Friday, July 22, 2011

Learning Tradition from Our Past

This is not the first time I’ve seen a picture like this. It is featured on Matzav as part of an article about the Yahrzeit of Rav Avrohom Yitzchok Bloch - an early Telshe Rosh HaYeshiva and the grandson of Telshe founder Rav Eliezer Gordon. It is hard to tell exactly who the people in this picture are – whether they are faculty, senior students of the entire student body of the Beis HaMedrash. It is simply labled ‘Telz – Lita’ by Matzav.

Telshe is one of the more Charedi Yeshivos today. Although in Europe it was seen as comparatively progressive it certainly was considered mainstream Charedi. I have also seen similar pictures of students in Mir and in Ponevitch from that era.

Many people long for the days of yore where the level of Torah learning was at much greater heights than it is today. Back in those days it was about quality, not quantity. Today it is the reverse. Assuming that these were students - a comparable picture would have thousands of people in it. Of course there are some very high caliber students in these Yeshivos, but I’m not sure how even they would compare with the students in these pictures.

Learning Torah on an intense and high level in those days was reserved for the elite. Only students with the greatest potential were recruited to spend their days learning full time in a Yeshiva. That approach paid off. The full time students of that era were for the most part brilliant people. Today’s virtually open door policy can’t compete with that.

We blow that generation out of the water in quantity, but in quality – they win hands down. The caliber of that generation of Gedolim do not exist today. There are no ‘Rav Moshes’.

However what we lack in quality has been replaced by Frumkeit – a Frumkeit that relies heavily on appearance. It is an appearance that requires looking radically different than the rest of society. Contrast what we see today - with what is seen in this picture (and others from that era that are very similar).

The people in this picture look quite modern and well dressed. They are all clean shaven and although I can’t say for certain, it does not look like any of them have Peyos. And the clothing varies somewhat. Some are wearing lighter suits; some darker suits; one fellow is not wearing a hat at all, and the others seem to be wearing differing hat styles.

I have been told by people who are very knowledgeable about the Yeshiva world of that era, that this look was encouraged by the Roshei Yeshiva. They wanted their Bachurim (boys) - who represented Torah - to be respected by the larger society. Anything less than the clean cut look in this picture was not tolerated. There are stories about certain Bachurim who tried to grow beards. This was not allowed. They were required to shave. There were exceptions made for those Bachurim from Chasidic backgrounds. But they were in the minority and were not to be copied.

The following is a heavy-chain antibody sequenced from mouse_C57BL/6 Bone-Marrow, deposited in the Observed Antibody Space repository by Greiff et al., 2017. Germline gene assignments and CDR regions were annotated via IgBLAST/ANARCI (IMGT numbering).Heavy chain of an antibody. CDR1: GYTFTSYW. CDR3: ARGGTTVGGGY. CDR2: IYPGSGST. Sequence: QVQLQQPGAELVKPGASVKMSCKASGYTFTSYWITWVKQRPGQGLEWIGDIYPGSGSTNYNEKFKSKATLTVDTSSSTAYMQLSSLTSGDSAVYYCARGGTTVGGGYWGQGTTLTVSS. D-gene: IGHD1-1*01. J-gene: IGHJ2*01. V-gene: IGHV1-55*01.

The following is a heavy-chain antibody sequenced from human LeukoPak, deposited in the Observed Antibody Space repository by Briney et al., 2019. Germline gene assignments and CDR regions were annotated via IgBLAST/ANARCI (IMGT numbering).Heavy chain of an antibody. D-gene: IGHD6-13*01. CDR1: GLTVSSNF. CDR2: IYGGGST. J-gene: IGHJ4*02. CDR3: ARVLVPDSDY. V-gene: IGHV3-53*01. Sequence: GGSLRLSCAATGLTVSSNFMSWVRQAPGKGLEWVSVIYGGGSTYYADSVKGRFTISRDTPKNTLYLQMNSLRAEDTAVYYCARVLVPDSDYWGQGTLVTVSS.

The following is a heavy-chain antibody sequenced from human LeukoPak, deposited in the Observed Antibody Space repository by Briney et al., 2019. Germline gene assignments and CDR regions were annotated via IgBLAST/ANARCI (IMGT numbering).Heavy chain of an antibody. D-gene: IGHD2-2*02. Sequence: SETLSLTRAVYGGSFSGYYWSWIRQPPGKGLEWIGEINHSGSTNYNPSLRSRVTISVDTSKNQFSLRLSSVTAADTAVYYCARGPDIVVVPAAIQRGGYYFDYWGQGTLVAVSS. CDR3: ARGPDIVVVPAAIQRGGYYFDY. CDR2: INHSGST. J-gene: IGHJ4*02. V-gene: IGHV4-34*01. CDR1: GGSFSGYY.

Today, it is all about a uniformity that separates rather than unifies. What was considered a must by Roshei Yehiva in those days is considered virtually forbidden in our day. Today, if student does not wear the uniform he will be ostracized. One will never see anything but sameness in dress. Black suits and hats. White shirts. Today it is about the look – the symbol!

A Talmid Chacham who does not ‘look the part’ will be seen as Krum. There is no concern for what the rest of the world sees. Today it’s all about being different. Peyos are the order of the day. The vast majority of Charedi Yeshiva students have them. Beards are practically mandated after marriage – and if an unmarried student has a beard – wonderful! The idea today is to be as different as can be from the modern world. To be un-modern is to be a Ben Torah. To look modern is to be – well – YU and ‘Nisht Fun Unzera’!

But when it comes to the high level of Torah learning one wonders just how many of today’s Yeshiva Bachurim measure up. Yes - there are some very high caliber students. But what about the typical student that wears the black hat, beard, and Peyos? Are they as much about substance as they are about style?

Lately I have been wondering about that as I over hear conversations between Roshei Yeshiva complaining about the material that comes out of high schools into their Yeshivos. With notable exceptions – the learning is not very high caliber at all. It’s almost like what’s happening in many universities these days. As the population of applicants increases the entry requirements decrease and level of academic excellence decreases.

I do not mean to say that the level of Hasmada – diligence isn’t there. It is. The vast majority of students in Yeshivos try very hard. I’ve seen it. It’s there. (I’m not talking about the small percentage of students who waste their time and don’t belong there – that is a different subject. I’m talking about the vast majority of students that do not waste time.) But is Hasmada enough? I don’t thinks so. It doesn’t really matter what they look like.

Today’s Yeshiva ought to take a cue from the Yeshivos of old and return to the high learning standards of that day. Only the elite should be invited to learn full time- and they ought to have the same look as the students did then. Those Roshei Yeshiva had the right idea. There is so much talk about following the Mesorah of past generations. I agree. Roshei Yeshiva in our day could do a lot worse than following that Mesorah.